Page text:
Struck from the Record


Daily Record: disabled their 'comments' function after being plagued by sectarian abuse

Daily Record: disabled their ‘comments’ function after being plagued by sectarian abuse

It took a bold move by the Daily Record, Scotland’s second-biggest selling daily newspaper, to disable the ‘comments’ function from football articles on its website last Friday.  Their decision was taken in light of the ever-increasing level of foul and abusive language that was appearing, and, in particular, sectarianism.  After a long and fruitless battle, there was little other option left to take.

Inevitably, the nature of sports journalism has changed because of the internet.  Newspapers columns are no longer gospel or the voice of reason – instead, in this digital era, they have developed into an interactive forum of debate.  Now, the journalist is the sitting duck, waiting to be picked off by any number of commentators.  There are many ways in which this evolution is a positive – the industry’s reflective self-regulation can be taken quickly, and so there is little hope of journalists getting away with lazy and poorly-informed articles without being outed pretty sharpish.  It also allows any old punter (ahem) to throw in their tuppence worth, take stance on their soapbox, and share their opinion with the world.

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How Non-League Day has empowered clubs across the country


Non-League Day: 13.10.12

Non-League Day: 13.10.12

Finally, in its third instalment, Non-League Day has truly landed.  All over the country tomorrow, non-league football clubs will be kicking off at the traditional time of 3pm – only with bumper crowds and any number of initiatives going on to draw in spectators.  And I’m delighted I’ve had the chance to be involved in it.

On any given weekend, around 560,000 people go to watch the Premier League and Championship in the flesh.  And that’s with half of those 44 teams playing away (naturally) – given that most stadiums are at least 90% made up of home supporters, that means that around 1,000,000 people go to watch their team play at home (and, I think it’s safe to presume, spend the day vegetating on the sofa in front of Soccer Saturday when they’re away).

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Arsenal Ladies vs Birmingham Ladies: A Continental Cup final preview


Eni Aluko - one of Birmingham's brightest stars

Eni Aluko – one of Birmingham’s brightest stars

This is not the continental cup that Birmingham City Ladies wanted to be involved in.  After the men’s team enjoyed a European campaign of their own last season – unluckily getting knocked out of the Europa League behind Braga and Club Brugge (despite the Championship side clocking a laudable 10 points in the group) – it looked as though the women’s team had their own European tour to look forward to.

Instead, it was far more short-lived than that.  By virtue of England’s coefficient, Blues Ladies entered the Uefa Women’s Champions League in the round-of-32, by which time the tournament had already entered its knockout stage.  And despite taking a 2-0 lead into the second leg from a good result at Stratford’s DCS Stadium, their opponents Bardolino Verona tied the scores up in Italy through two goals by Cristina Girelli.  Her third, scored in the second half of extra-time, was decisive.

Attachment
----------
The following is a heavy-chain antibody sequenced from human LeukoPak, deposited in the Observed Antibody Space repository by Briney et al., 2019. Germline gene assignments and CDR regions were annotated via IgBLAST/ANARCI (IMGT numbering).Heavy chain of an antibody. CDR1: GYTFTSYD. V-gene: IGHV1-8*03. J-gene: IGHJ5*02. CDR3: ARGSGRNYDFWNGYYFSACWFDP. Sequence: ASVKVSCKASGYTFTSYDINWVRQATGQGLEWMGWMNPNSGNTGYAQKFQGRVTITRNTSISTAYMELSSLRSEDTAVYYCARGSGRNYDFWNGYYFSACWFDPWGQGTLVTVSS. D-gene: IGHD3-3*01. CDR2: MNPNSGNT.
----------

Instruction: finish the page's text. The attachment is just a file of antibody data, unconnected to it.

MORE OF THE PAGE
No – instead, tonight it is the Continental Cup that the Birmingham Ladies are involved in, with a capital ‘C’ – as per the name of the competition’s sponsor, the tyre manufacturer.  Continue reading

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There’s life in the old dog yet


Can Andrei Arshavin come back from the brink?

Can Andrei Arshavin come back from the brink?

I cannot have been the only one that had to double-take when seeing Andrei Arshavin’s name on the scoresheet, as Arsenal demolished Coventry City 6-1 in the Capital One Cup.  Call it ignorance on my behalf, but I assumed he had surely ended what was becoming an increasingly barren spell at the Arsenal with a summer move away from the Emirates.

Of course, there was no real foundation to this presumption – and indeed, I’ve since learnt that he had already turned out once for the Gunners this season since returning from his loan at Zenit, a 77th-minute substitute in their opening-day draw with Sunderland.  But, given his advancing years, his frustrating form with Arsenal, the opportunity to move back to his hometown St Petersburg… for me, it seemed unthinkable that he should even attempt to resurrect his career in North London.

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The FA Cup and the redistribution of wealth


FA Cup, stolen by Budweiser

The FA Cup, stolen by Budweiser

Whether you knew it or not, the FA Cup is well and truly underway.  If you’re a supporter of an established top-tier team – one of those clubs that sees the world’s oldest football competition as an event that begins in January, and acts a bit of an inconvenience en route to a top-4 finish (or top-17, for the less ambitious) – then chances are you didn’t have the foggiest.

But last Saturday saw the Second Round Qualifying take place, and it’s at this kind of level that the FA Cup has the potential for its biggest influence.  The prize money on offer (£4,500 for passage to the Third Round Qualifying) looks like the kind of cash that a Premier League footballer would find lodged down the back of his sofa.  But for clubs well down the ladder that are only trying to keep the wolf from the door, this kind of windfall might as well be manna delivered directly from heaven, with a note from C.W. Alcock saying ‘you’re welcome’.

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